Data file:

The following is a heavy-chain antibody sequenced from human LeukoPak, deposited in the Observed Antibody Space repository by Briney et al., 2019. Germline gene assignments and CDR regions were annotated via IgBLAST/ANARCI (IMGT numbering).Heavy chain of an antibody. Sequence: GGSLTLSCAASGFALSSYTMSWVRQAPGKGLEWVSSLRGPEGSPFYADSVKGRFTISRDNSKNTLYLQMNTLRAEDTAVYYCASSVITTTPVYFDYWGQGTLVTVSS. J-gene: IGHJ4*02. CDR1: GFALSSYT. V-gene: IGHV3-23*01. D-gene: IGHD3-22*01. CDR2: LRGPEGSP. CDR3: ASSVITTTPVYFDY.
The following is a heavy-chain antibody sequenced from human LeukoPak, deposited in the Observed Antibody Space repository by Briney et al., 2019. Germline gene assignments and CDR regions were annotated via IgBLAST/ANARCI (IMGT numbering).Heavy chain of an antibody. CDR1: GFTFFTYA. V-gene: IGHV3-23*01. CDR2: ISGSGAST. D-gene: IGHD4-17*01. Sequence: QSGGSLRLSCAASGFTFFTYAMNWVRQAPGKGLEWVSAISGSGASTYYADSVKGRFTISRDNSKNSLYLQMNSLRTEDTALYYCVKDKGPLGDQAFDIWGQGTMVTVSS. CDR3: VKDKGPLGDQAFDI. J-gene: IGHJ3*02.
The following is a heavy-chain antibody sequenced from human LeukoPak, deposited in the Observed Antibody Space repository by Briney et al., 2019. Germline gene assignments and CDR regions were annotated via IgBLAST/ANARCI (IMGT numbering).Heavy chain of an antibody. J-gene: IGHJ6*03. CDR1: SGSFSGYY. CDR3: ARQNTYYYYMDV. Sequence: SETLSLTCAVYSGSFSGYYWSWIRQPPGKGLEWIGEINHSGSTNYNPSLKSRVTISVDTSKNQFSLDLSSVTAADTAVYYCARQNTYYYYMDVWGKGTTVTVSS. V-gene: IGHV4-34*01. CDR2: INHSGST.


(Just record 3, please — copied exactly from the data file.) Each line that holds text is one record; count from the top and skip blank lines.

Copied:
The following is a heavy-chain antibody sequenced from human LeukoPak, deposited in the Observed Antibody Space repository by Briney et al., 2019. Germline gene assignments and CDR regions were annotated via IgBLAST/ANARCI (IMGT numbering).Heavy chain of an antibody. J-gene: IGHJ6*03. CDR1: SGSFSGYY. CDR3: ARQNTYYYYMDV. Sequence: SETLSLTCAVYSGSFSGYYWSWIRQPPGKGLEWIGEINHSGSTNYNPSLKSRVTISVDTSKNQFSLDLSSVTAADTAVYYCARQNTYYYYMDVWGKGTTVTVSS. V-gene: IGHV4-34*01. CDR2: INHSGST.